But you have to place the GFCI on the outlet closest to the breaker that serves the kitchen. That first outlet might not fall within the 6-foot range mentioned above. In other words, don’t be surprised if you find yourself placing a GFCI on an outlet that doesn’t need a GFCI.
Why Do Kitchens Need GFCI Outlets?
GFCIs protect consumers from electrical hazards. They respond to imbalances in the outgoing and incoming current by tripping and cutting the power off.
Imbalances occur because of electrical leaks. If the current in an appliance flows through a new conductor, such as a person, the incoming current will differ from the outgoing current, triggering the GFCIs.
This is more likely to occur in a kitchen because it exposes appliances, plugs, and outlets to water. Moisture is a conductor that can trigger a ground fault if it invades the circuitry of an appliance.
GFCIs are expensive but they are a legal requirement in kitchens because they save lives. AFCIs are the same. Unlike GFCIs, AFCIs respond to electrical arcing. They also protect consumers, which is why you have to add them to your kitchen.
What Amp GFCI Do I Need for Kitchen?
Most professionals you consult will encourage you to add at least two 20A outlets to your kitchen. You have to use 20-amp outlets in a kitchen because kitchens house powerful appliances like mixers, toasters, and microwaves.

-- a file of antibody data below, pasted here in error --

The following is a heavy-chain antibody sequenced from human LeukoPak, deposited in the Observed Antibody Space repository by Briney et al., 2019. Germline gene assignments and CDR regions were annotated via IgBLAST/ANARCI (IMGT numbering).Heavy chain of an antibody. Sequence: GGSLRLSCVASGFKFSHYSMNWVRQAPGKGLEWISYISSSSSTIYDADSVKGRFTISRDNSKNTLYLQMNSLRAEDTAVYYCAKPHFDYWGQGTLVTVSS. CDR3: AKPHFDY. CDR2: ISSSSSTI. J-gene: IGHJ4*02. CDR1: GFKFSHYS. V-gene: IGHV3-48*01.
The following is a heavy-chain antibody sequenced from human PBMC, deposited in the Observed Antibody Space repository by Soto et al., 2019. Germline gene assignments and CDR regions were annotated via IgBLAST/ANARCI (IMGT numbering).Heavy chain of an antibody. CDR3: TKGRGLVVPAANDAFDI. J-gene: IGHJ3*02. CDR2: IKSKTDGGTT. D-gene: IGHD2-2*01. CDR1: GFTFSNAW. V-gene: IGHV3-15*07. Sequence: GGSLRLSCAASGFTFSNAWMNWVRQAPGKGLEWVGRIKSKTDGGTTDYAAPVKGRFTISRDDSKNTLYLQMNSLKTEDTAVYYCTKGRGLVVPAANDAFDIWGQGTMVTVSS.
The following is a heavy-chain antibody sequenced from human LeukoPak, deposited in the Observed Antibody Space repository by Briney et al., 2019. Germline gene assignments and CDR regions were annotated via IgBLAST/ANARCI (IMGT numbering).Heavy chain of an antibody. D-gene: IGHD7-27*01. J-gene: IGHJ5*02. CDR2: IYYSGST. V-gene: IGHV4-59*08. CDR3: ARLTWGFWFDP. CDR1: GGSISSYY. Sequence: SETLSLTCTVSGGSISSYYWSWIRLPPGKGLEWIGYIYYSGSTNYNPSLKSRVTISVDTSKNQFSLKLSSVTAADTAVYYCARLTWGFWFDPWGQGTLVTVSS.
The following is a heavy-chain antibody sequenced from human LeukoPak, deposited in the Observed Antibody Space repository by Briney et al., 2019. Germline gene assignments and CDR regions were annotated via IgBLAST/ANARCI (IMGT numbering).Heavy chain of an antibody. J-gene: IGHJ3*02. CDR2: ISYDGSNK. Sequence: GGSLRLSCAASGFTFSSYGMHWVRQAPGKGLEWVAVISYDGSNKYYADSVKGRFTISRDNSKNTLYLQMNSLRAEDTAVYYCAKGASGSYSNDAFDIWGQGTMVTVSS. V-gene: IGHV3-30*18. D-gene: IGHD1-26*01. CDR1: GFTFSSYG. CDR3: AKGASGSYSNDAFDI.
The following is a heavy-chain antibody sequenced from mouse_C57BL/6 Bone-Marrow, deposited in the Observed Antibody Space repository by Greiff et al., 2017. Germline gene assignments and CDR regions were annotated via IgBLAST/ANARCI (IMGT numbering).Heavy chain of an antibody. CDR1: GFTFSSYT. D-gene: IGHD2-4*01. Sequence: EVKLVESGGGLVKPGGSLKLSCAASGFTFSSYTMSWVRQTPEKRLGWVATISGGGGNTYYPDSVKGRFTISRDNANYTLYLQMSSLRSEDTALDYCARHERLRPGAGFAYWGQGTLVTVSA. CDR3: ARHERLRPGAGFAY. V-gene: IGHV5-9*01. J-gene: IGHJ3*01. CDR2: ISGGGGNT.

You can use a 15-amp circuit in your kitchen if your local codes permit you to do so. But the practice is dangerous because heavy-duty kitchen appliances will most likely overwhelm the circuit, causing a short.
Check your local codes before you construct or remodel your kitchen. Don’t be so quick to assume that you have the freedom to choose the size of your circuit breaker.
Most homes use either 15A or 20A circuits. But if your local authorities expect you to install 20A outlets in your kitchen, you must obey.
- In most cases, the amp rating of an outlet will match the amp rating of the circuit.
- Additionally, the amp rating of the GFCI will match the amp rating of the outlet it is supposed to replace.
Therefore, if you have ordinary 20-amp outlets in your kitchen, the GFCIs you will use to replace them should also be 20 amps. You don’t have to overthink this issue.
Go to the electrical panel and check the size of the breaker that feeds the outlets in the kitchen. It will tell you the amp rating to target the next time you go GFCI hunting.
How many GFCI Outlets Are Required in a Kitchen?
How many ordinary outlets do you have near your countertops and sinks? The outlets serving the countertops require GFCI protection. You must also install GFCIs on any outlets within 6 feet of a sink. The number of outlets you have in these critical areas will determine the number of GFCIs you must install.
You have two options.
On the one hand, you can add GFCIs to every single outlet in the kitchen that serves a countertop or neighbors a sink. On the other hand, you could install a single GFCI that protects all the outlets in the kitchen.